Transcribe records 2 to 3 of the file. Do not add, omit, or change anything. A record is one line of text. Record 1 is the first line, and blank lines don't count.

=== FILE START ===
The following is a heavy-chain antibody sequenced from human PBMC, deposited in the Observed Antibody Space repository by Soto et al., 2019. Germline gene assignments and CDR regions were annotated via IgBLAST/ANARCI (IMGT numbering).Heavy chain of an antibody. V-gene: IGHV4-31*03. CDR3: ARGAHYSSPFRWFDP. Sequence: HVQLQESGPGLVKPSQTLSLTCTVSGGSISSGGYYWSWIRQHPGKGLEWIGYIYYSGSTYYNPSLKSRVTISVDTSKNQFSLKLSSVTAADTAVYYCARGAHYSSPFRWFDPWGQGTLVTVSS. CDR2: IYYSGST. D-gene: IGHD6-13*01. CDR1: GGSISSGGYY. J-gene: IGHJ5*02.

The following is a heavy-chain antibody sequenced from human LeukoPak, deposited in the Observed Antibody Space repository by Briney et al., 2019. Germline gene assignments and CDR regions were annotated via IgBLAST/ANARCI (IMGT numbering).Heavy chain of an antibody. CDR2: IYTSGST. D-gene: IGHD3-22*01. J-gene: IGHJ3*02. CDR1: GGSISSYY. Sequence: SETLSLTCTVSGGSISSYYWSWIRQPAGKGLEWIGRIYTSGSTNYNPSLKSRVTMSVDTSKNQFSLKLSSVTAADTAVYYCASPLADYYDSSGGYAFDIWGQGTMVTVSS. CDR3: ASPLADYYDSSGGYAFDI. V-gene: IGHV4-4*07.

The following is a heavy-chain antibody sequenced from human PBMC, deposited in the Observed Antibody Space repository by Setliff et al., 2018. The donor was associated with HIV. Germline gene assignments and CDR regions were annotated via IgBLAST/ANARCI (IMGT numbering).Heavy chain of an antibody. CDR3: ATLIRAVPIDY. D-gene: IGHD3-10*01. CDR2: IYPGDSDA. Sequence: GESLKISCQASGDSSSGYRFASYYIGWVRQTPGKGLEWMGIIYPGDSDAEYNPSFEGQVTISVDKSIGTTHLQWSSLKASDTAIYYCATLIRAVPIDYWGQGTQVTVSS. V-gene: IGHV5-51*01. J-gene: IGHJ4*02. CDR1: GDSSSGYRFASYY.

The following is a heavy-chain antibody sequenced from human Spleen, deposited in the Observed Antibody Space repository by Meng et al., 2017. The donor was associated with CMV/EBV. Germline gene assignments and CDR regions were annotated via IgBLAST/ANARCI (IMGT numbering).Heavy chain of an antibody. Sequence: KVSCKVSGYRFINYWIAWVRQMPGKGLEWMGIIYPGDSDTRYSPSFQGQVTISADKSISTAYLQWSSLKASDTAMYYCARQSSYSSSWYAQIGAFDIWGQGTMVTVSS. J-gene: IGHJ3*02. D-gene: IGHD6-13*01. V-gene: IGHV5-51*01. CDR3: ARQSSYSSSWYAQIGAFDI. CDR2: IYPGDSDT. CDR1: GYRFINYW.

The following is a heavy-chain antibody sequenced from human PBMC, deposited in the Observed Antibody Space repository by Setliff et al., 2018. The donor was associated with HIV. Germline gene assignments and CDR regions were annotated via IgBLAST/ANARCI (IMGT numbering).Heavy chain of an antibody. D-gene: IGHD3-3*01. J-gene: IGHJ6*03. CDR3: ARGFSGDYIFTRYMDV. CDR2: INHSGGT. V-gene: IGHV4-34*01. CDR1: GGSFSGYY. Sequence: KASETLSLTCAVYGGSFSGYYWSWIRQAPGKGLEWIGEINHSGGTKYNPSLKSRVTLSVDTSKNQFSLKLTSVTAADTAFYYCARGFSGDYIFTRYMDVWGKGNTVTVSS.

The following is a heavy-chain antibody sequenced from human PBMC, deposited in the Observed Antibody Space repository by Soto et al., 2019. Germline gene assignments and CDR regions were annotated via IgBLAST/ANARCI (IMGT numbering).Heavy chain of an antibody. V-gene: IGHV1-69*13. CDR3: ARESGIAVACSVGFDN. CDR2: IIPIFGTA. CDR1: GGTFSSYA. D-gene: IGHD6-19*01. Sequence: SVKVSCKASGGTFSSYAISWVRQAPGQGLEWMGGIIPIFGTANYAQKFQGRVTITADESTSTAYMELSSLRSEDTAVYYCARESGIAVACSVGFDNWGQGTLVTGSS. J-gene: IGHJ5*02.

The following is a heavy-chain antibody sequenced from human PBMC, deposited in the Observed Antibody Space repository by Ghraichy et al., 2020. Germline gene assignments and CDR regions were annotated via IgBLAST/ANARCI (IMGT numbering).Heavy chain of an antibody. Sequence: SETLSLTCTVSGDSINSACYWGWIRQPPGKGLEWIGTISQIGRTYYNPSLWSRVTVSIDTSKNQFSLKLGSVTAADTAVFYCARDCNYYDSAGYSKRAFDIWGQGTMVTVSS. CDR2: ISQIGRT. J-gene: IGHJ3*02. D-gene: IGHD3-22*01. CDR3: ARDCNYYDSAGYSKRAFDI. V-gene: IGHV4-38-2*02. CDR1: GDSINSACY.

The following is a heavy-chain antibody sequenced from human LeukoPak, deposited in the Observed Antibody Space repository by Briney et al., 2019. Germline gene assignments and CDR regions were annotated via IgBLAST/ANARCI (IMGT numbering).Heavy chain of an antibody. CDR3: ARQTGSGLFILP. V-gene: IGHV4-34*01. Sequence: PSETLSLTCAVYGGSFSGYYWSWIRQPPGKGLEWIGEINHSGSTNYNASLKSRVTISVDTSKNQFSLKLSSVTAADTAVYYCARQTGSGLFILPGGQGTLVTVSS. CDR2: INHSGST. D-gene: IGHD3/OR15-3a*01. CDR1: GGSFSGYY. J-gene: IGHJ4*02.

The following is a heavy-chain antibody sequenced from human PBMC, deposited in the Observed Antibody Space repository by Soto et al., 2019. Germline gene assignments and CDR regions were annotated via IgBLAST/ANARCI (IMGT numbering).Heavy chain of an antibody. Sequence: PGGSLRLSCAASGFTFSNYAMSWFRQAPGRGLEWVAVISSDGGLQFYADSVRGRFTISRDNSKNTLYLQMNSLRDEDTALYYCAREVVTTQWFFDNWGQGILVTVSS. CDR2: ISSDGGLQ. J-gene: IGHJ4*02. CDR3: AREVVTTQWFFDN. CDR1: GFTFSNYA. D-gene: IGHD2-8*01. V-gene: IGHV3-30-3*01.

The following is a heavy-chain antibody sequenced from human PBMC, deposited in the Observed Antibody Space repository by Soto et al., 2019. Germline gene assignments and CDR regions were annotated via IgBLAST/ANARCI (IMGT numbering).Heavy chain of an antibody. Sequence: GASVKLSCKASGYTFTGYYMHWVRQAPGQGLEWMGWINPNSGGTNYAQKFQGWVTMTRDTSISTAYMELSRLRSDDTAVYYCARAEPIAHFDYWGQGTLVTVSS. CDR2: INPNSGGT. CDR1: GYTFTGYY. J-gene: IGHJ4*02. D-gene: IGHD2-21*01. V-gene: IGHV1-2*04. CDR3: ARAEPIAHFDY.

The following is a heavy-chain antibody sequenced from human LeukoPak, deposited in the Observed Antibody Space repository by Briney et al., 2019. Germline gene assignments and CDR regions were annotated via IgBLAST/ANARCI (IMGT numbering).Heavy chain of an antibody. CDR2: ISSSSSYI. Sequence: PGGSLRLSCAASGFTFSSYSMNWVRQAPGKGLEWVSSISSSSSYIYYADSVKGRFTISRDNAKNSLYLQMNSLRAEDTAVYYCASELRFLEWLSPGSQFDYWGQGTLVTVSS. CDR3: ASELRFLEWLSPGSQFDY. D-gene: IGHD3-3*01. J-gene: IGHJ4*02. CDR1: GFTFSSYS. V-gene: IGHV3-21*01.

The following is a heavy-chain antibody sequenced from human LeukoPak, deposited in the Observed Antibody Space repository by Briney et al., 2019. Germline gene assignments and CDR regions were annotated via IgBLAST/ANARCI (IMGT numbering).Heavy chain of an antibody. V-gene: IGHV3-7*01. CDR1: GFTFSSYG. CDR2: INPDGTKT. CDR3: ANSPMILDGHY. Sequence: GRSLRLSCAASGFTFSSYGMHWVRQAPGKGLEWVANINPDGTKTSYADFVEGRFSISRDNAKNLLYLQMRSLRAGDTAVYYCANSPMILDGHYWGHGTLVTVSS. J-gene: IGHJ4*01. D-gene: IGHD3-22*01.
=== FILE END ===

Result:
The following is a heavy-chain antibody sequenced from human LeukoPak, deposited in the Observed Antibody Space repository by Briney et al., 2019. Germline gene assignments and CDR regions were annotated via IgBLAST/ANARCI (IMGT numbering).Heavy chain of an antibody. CDR2: IYTSGST. D-gene: IGHD3-22*01. J-gene: IGHJ3*02. CDR1: GGSISSYY. Sequence: SETLSLTCTVSGGSISSYYWSWIRQPAGKGLEWIGRIYTSGSTNYNPSLKSRVTMSVDTSKNQFSLKLSSVTAADTAVYYCASPLADYYDSSGGYAFDIWGQGTMVTVSS. CDR3: ASPLADYYDSSGGYAFDI. V-gene: IGHV4-4*07.

The following is a heavy-chain antibody sequenced from human PBMC, deposited in the Observed Antibody Space repository by Setliff et al., 2018. The donor was associated with HIV. Germline gene assignments and CDR regions were annotated via IgBLAST/ANARCI (IMGT numbering).Heavy chain of an antibody. CDR3: ATLIRAVPIDY. D-gene: IGHD3-10*01. CDR2: IYPGDSDA. Sequence: GESLKISCQASGDSSSGYRFASYYIGWVRQTPGKGLEWMGIIYPGDSDAEYNPSFEGQVTISVDKSIGTTHLQWSSLKASDTAIYYCATLIRAVPIDYWGQGTQVTVSS. V-gene: IGHV5-51*01. J-gene: IGHJ4*02. CDR1: GDSSSGYRFASYY.